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With the Brexit deadlock unlikely to resolve any other way, politicians across the house are gearing up for an early general election on December 12th.

While the exact date may be unknown, we can assume housing will make an appearance on the manifestos of every major party. 2019 has already seen the introduction of various new laws surrounding the landlord and tenant relationship, but what changes to law can we expect during the next parliament, and how will they affect how landlords let and manage their properties?

Rental controls

Earlier this year, Sadiq Khan made clear his intention to demand an overhaul of tenancy laws as part of his 2020 re-election campaign. While he lacks the legal standing to do so, Khan’s aim is to introduce a London private rent commission to enforce measures to reduce rents and freeze them at a lower level on a permanent basis. The measure reflects Labour’s 2017 manifesto pledge to “introduce controls on rent rises” and to consider giving the mayor of London additional powers, given the particular pressures in the capital.

While the idea of rental controls may be popular with certain voters, it’s a measure that should be approached with caution if the next Government are to avoid discouraging developers from building new units. If they are to keep landlords and housing associations incentivised to develop and purchase new buy-to-let property, Government-imposed rental controls would need to be done so on a quid-pro-quo basis – for instance, as a voluntary scheme that offered tax relief in return.

Right-to-buy enforced in the private market

Labour’s Shadow Chancellor John McDonnell has made no secret of his desire to introduce a Private Tenant’s Right-to-Buy scheme, allowing tenants the chance to purchase their rented homes at a discounted rate at ‘reasonable price’ from their landlords.

Naturally, it’s a policy that has been largely met with criticism, particularly from landlords and the Residential Landlords Association (RLA). With Labour polling fairly low at present, it’s unlikely we would see the introduction of this policy any time soon – were they to be victorious (perhaps by lowering the voting age to 16), the Labour party would need to establish concrete definitions of what would constitute as a ‘reasonable price’ and draft clear proposals for how this policy would work in practice.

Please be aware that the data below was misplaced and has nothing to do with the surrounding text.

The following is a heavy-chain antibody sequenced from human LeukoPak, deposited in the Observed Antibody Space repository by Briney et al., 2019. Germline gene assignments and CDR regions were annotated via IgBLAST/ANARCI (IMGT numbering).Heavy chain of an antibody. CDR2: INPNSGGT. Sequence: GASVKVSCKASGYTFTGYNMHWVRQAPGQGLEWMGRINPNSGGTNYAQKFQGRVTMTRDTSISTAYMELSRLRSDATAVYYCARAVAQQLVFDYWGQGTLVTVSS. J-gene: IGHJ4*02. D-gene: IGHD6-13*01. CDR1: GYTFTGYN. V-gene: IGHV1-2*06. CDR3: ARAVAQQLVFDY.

Increases to the Stamp Duty surcharge

While an increase to the general rate of Stamp Duty is unlikely to make the manifestos of major political parties due to the sensitivity around this topic, raising the surcharge on investors is a policy that could aid in winning over a number of hopeful home-buyers. Much less of a risky move by contrast, raising the Stamp Duty surcharge could be an attractive campaign pledge since it is paid in the same way by landlords operating within a limited company structure as by private landlords.

Addressing the pet rent problem

No matter how much they may love their fluffy friends in their personal lives, pets have long been a problem for landlords due to the damage they can cause to properties. Historically, landlords protected themselves by increasing the rate of deposits required for pet owners: if the pet had miraculously managed not to claw the upholstery or destroy the carpet during their tenancy, the responsible owner was returned their deposit.

However, now that limits have been placed on deposits, ‘pet rent’ has been an increasingly common measure utilised by landlords to protect themselves from the costs of repair and refurbishment caused by pet-related damage. New rules imposed by the Government could easily address this issue by allowing landlords to increase deposits for pet-owners specifically. Considering the number of tenants eager to share their space with an animal companion, it’s highly possible that politicians may seek to address the pet rent issue in the next election.

Ratings for landlords

In a bid to protect private renters from “rogue landlords”, the Government agreed in 2018 to the creation of a database that tenants would be able to use to check whether a potential landlord has been blacklisted for poor treatment of their tenants. At present, the information is only accessible to local authorities, but the next election would likely see politicians of all parties pushing for further transparency in feedback and benchmarking systems to protect tenants from such situations.

During these uncertain times, it’s important to note that the above changes are merely speculative. That said, our residential property law experts are always on hand to discuss current and upcoming legislation to minimise risk and help you prepare for the future.

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